It’s time for a bit of forward thinking

Billy Dearden
Billy Dearden
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HOW many goals would Derek Dooley have scored for Wednesday if his career had not ended so tragically and prematurely?

STANDING only five feet eight inches tall and just 12 stone in weight, he can hardly be described as an old fashioned English centre-forward.

David Layne, former Sheffield Wednesday footballer

David Layne, former Sheffield Wednesday footballer

In fact, the first footballer in the latest poll to decide Sheffield United’s greatest post-war 11 enjoyed a reputation as being a ‘fox in the box’ rather than a battering ram with which to crack apart defences.

But Derek Pace, or Doc as he is affectionately remembered by folk on the red and white half of the Steel City divide, certainly possessed a ruthless side to his character.

So, purely because of the bumps and bruises he inflicted upon opponents, the former Army Medical Corp conscript - which accounts for his nickname - features in this penultimate golden quartet of players.

United manager Joe Mercer landed Pace at the second time of asking.

Mark Bright, Sheffield Wednesday

Mark Bright, Sheffield Wednesday

Impressed by the little inside forward, he spent £12,000 persuading Aston Villa to part company with the former Walsall schoolboy star in 1957.

And, having asked him to plough a furrow through the middle, he was rewarded with a gush of goals including a debut effort against Blackburn.

Pace helped United regain First Division status in 1961 and also reach the FA Cup semi-final.

At the fourth-round stage of the competition in 1958, he also found the back of the net as Spurs were brushed aside 3-0 in front of more than 51,000 spectators at Bramall Lane.

Bob Hatton - Sheffield United Player.

Bob Hatton - Sheffield United Player.

His final match for United came against Burnley in 1964 and when Pace left for Notts County he did so having scored 175 times in 302 league and cup appearances.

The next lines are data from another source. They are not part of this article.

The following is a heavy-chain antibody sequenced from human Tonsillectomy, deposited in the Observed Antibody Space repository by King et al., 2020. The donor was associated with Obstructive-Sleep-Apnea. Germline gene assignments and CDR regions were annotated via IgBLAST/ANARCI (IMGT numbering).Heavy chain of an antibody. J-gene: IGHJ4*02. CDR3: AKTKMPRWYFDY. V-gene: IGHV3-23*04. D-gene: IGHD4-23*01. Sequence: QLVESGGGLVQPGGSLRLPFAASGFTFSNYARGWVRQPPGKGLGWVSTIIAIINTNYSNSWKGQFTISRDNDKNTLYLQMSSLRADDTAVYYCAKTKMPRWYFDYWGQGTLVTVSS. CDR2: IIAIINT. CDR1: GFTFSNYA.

But what is a targetman?

And are those who claim to be one simply crude bullies who, because they boast rudimentary skills, are handed the opportunity to bludgeon centre-halves into submission?

The answer, of course, is ‘no’.

Derek Pace.

Derek Pace.

Which accounts for some controversial omissions and inclusions in this list and at least one surprising pick in next week’s too.

Certainly Brian Deane, despite his strapping frame, does not regard himself as a one-dimensional forward.

Indeed, one of the former Doncaster Rovers, Leeds and Benfica striker’s teammates jokes how the 43-year-old still describes himself as a “subtle, tricky winger” because of his tendency to find space on the flanks.

That might be stretching the truth somewhat.

But Deane did never did go out of his way to seek confrontation.

Indeed, those who witnessed his three spells with United will testify that, more often than not, he adopted a more cerebral approach to the art of goal-poaching.

DEREK DOOLEY 2

DEREK DOOLEY 2

It’s a theory which is also supported by the fact he won three England caps, the last of which came during a meeting with Spain in Santander nearly two decades ago.

Deane, a £40,000 signing from neighbours Doncaster Rovers in 1988, wasted little time rising to prominence.

Together with Tony Agana, he netted a hat-trick during a thrashing of Chester City and later, in 1992, was responsible for the first ever goal in the Premier League too, a fifth-minute opener against United’s namesakes from Manchester.

A move to Elland Road followed but he re-joined United in 1997 before completing a shock move to Benfica.

Having also represented clubs such as Leicester, West Ham and Sunderland, he hung up his boots after making three more appearances for United with a career record which reads 654 league appearances/195 goals.

Neil Shipperley, who helped United reach the top-flight in 2006, can count himself desperately unfortunate to miss out.

Regarded as a busted flush when he arrived in South Yorkshire following spells at Barnsley and Crystal Palace, he bore little resemblance to the lean, mean scoring machine who first burst on to the scene as a teenager with Chelsea.

But a combination of tenacity and nous enabled ‘HMS Shipp’ to emerge as one of the pivotal figures in a team which, together with Reading, proved too hot for the rest of the Championship to handle.

Instead, Shipperley’s place goes to Billy Dearden who recently returned to United as part of new manager Danny Wilson’s backroom staff.

He has been handed the role of chief scout and if he demonstrates the same success when it comes to identifying talent as he did in the penalty box during a seven-year stint at Bramall Lane then supporters should be bracing themselves for an exciting, profitable campaign.